Leasing activity keeping brokers busy

Dale Beede
Dale Beede

The commercial real estate market in the Grand Valley continues to try to strengthen. Local real estate activity has remained quite busy, and 2013 has seen investor purchases for the first time since 2008. However, it’s commercial leasing activity that’s kept local commercial brokers busy into the holidays.

It happens toward the end of each calendar year. Companies large and small reassess their progress and plan for expansion in the new year. It’s also the time that small businesses renew their work contracts for the coming year. Some find that new contracts must be obtained to make up for those lost to changes in a particular market.

Following the economic upheaval experienced in the energy business after the third quarter of 2008, many smaller energy contractors were forced to move operations to North Dakota or West Texas — anywhere but Western Colorado.  Many companies maintained operations here, but with a skeleton staff while business boomed elsewhere. Some companies consolidated or moved out of the area completely. Regardless of the story, companies were forced to move.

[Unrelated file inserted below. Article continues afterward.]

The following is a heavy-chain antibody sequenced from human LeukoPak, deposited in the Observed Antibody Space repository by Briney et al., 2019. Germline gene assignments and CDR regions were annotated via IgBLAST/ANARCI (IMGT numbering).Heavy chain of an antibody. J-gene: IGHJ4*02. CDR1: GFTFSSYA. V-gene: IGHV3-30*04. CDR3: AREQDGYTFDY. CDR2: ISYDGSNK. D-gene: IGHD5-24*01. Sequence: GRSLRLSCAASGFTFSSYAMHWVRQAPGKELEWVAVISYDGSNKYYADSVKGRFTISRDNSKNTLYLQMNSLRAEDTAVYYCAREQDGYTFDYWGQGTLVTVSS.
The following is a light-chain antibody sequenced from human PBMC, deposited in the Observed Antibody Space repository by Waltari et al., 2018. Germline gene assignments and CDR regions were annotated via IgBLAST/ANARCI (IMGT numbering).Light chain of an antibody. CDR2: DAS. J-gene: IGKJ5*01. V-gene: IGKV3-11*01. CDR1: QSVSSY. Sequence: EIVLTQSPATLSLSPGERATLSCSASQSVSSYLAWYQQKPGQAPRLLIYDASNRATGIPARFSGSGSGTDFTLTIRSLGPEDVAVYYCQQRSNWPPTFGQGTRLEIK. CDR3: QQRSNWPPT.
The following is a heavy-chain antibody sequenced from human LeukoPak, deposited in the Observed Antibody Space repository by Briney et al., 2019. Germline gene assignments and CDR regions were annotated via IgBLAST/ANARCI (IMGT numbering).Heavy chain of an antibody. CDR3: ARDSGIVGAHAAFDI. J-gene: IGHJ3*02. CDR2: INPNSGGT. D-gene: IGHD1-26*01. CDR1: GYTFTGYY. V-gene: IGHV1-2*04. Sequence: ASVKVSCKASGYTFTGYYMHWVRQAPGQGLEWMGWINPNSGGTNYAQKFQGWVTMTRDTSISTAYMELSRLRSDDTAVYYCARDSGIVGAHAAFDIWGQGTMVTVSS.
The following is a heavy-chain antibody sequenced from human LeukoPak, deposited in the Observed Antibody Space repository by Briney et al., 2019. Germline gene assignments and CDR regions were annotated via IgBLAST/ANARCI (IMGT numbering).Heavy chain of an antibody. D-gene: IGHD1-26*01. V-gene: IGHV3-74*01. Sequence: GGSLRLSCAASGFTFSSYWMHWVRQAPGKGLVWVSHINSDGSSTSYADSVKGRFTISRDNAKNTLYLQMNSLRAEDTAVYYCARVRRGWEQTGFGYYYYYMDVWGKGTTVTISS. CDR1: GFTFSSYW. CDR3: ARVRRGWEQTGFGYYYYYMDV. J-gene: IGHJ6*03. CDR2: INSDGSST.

Today, expansion and contraction activities continue in many areas of the local economy. It’s conceivable growing companies in the manufacturing arena will look for additional rental space to house expanded operations. At the same time, other companies could downsize local operations because of changes in their overall business models or heavy demand for their services in other areas. Whatever your perspective, industrial and commercial sector leasing activities continue to be strong.

The fourth quarter of 2013 also has seeing growing demand for new locations in the restaurant sector from national franchises of casual food businesses as well as medium to large locally owned restaurants. Grand Valley residents seem to have a voracious appetite for every type of casual food. As the local economy continues to mature, residents will continue to see new and improved dining choices.

And, finally, the holiday season in Mesa County offers retailers a chance to rid themselves of a glut of products acquired for the Christmas shopping season. If local sales taxes are to continue to rise it will be because residents shop locally and help to build regional sales for our retail stores. This is a great time to give local stores your business. It’s also a great time to thank our neighbors from outlying communities for shopping here in the Grand Valley.